Activities

Dining  :  Lodging  :  Activities  :  Events  :  Services

Noted for its wide-open spaces, beautiful blue skies, and tranquil scenery of open prairies spreading upward to stately forests, Ekalaka's setting is a living painting. There's lots of room, lots of time, lots of space, and leisurely meals among friendly people. Entertainment comes in measures of peace and quiet.

Kids vs. Broncs
Sponsored by the Ekalaka Track and Arena. Inc., the annual Youth Rodeo is the third Saturday in July and features over 200 contestants from five states.

Dino Shindig
Last weekend in July at Carter County Museum. Offering lectures and activities for guests 4-84. For complete listing go to website cartercountymuseum.org.

Broncs, Quilts and Art
The Carter County "Days of '85" (1885) Fair and Rodeo the second weekend in August is highlighted by horse shows, rodeos, fair exhibits, vendor sales, street dances, and a Sunday parade. Volunteer firemen host a Friday evening barbecue followed by lively entertainment, sponsored by local EMTs. Friday and Saturday evening spotlight an old fashioned street dance with DJs and live bands. Sunday is the parade sponsored by Carter County Chamber of Commerce, and after the parade is a jam session under the tent.

The Artists of the Prairie hosts an annual art show during the "Days of 85", featuring over 100 works of prominent local and non-resident artists and photographers. The weekend is wrapped in good old-fashioned fun. The only glitz is in the western skies above it.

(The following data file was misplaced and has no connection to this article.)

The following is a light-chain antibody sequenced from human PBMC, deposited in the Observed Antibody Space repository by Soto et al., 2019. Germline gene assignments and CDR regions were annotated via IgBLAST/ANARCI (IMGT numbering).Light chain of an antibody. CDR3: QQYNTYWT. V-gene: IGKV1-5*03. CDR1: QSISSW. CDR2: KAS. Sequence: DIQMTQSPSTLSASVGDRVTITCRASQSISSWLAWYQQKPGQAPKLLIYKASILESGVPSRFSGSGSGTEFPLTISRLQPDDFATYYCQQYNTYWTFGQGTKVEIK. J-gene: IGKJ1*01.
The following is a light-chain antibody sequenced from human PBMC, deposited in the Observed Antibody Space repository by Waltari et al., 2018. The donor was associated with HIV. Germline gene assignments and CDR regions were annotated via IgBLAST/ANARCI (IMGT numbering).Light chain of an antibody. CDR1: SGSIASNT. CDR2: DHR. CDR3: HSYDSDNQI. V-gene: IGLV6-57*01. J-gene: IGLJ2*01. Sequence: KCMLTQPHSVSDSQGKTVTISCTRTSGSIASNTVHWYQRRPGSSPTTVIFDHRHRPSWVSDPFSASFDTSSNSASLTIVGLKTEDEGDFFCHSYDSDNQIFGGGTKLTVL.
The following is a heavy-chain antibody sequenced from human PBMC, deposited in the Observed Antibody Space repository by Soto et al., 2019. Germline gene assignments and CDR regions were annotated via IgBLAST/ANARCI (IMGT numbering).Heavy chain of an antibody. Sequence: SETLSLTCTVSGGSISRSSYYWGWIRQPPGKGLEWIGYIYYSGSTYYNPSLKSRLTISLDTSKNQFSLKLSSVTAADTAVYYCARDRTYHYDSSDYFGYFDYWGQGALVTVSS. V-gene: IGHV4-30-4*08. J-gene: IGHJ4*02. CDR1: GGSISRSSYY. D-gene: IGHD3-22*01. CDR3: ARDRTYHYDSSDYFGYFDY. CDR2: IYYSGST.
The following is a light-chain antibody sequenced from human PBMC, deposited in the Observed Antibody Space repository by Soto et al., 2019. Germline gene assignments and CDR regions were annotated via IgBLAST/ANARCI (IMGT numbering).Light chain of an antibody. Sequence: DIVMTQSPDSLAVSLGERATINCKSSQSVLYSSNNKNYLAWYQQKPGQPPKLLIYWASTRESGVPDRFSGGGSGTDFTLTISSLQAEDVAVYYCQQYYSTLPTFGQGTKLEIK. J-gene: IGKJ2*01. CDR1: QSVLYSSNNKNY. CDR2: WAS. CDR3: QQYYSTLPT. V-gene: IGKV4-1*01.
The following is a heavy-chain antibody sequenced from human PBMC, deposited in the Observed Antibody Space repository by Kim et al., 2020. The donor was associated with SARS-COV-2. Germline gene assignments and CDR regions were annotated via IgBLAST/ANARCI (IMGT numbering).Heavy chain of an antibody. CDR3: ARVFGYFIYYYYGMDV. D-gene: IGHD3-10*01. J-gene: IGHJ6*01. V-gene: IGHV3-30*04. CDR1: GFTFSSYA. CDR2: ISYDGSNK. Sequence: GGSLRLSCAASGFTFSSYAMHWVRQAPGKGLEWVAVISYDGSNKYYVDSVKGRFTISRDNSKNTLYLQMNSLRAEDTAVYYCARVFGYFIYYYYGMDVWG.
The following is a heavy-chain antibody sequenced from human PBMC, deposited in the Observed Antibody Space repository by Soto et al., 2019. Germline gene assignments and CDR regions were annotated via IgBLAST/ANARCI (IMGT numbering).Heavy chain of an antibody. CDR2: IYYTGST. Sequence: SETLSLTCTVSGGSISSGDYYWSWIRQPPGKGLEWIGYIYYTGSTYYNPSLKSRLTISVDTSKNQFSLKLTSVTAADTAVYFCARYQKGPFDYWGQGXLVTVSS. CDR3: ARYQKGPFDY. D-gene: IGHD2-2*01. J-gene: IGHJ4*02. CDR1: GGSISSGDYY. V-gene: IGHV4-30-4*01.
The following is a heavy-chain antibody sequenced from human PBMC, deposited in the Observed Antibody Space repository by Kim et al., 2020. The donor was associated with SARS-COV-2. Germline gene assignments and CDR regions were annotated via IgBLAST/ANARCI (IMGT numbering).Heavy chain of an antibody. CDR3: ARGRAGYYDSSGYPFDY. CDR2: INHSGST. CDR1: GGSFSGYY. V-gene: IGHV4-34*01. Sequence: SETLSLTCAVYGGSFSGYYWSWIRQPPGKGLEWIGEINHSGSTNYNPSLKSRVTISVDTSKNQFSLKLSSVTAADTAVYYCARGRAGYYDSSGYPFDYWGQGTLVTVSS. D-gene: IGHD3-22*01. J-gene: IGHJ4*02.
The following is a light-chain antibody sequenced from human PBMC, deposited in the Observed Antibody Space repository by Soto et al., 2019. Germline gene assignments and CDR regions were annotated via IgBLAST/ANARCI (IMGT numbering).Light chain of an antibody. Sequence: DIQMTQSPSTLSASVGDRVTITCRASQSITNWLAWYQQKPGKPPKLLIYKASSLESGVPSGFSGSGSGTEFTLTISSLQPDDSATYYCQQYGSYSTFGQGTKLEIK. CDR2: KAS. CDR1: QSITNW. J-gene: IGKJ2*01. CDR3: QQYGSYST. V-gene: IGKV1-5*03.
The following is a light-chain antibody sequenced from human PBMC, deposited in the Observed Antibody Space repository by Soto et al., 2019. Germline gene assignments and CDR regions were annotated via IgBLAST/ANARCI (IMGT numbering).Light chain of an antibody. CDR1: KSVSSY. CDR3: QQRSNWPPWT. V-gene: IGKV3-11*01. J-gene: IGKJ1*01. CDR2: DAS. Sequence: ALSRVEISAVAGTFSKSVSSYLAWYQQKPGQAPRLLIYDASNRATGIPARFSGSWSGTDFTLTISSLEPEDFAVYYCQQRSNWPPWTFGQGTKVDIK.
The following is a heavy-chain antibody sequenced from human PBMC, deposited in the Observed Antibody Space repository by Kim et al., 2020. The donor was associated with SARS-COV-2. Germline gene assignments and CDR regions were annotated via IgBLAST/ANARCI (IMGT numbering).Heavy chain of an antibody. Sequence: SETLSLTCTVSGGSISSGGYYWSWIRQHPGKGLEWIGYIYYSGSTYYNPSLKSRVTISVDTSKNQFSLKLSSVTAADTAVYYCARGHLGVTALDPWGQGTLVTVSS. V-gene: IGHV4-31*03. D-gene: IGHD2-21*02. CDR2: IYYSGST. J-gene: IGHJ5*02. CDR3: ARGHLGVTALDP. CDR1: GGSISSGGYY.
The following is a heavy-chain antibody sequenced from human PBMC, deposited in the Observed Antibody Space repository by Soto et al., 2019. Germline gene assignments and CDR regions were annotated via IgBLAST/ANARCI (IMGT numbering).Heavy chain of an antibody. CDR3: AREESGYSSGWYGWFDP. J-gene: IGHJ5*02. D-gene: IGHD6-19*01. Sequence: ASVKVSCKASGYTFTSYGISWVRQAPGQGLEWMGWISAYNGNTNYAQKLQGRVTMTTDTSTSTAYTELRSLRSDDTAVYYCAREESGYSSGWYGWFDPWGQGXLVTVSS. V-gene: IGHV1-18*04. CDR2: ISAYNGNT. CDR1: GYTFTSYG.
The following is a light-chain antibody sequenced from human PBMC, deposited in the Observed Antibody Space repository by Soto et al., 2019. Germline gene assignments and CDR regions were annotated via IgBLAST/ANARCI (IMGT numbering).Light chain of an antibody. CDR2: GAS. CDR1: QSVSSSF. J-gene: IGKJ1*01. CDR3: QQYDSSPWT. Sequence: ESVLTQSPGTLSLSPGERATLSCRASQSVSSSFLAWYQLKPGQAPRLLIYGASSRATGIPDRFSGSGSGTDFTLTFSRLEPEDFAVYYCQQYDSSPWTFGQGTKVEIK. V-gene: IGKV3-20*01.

Keep Yer Powder Dry
The annual Black Powder Rifle Shoot, held in early September, is a trip back in history. Black powder enthusiasts gather in period dress of the 1840s-90s, to compete for prizes in both the novice and master categories with muzzle loader and lever action rifles of the pioneer period. It's a popular event that grows every year.

Puptown Round Robin Roping and Ranch Rodeo
The Puptown Round Robin Roping and Ranch Rodeo, sponsored by Ekalaka Track and Arena, Inc. in early September, brings top ropers to town each year from several states. The roping event and calcutta are great sport for fans and contestants alike.

Medicine Rocks State Park
An almost unbelievable site that provides free year-round camping, picnic tables, and outdoor restrooms is 12 miles north on Hwy. 7. Free admission. Campers maintain the site with the pack in, pack out policy.

First County Museum
The first museum founded in Montana, the Carter County Museum, is the home of the duck billed dinosaur, one of three known skeletons of its kind in the world. The collection includes a complete triceratops skull and dome dinosaur skull. Indian artifacts dating to the Stone Age, as well as late 1800s ranch and homestead artifacts (including an 1882 pioneer cabin) are on exhibit.  Visit our website at CarterCountyMuseum-Ekalaka.org to learn more.

On Montana's Dinosaur Trail
Ekalaka's Carter County Museum is among 15 dinosaur adventure and education sites featured in a new brochure that puts you on an exciting dinosaur trail. Check us out in the Visit Southeastern Montana vacation guide to see an overview of the trail and of the facilities that are waiting to tell you their stories. Carter County Museum has a web site: CarterCountyMuseum.org.

Trails End Ranch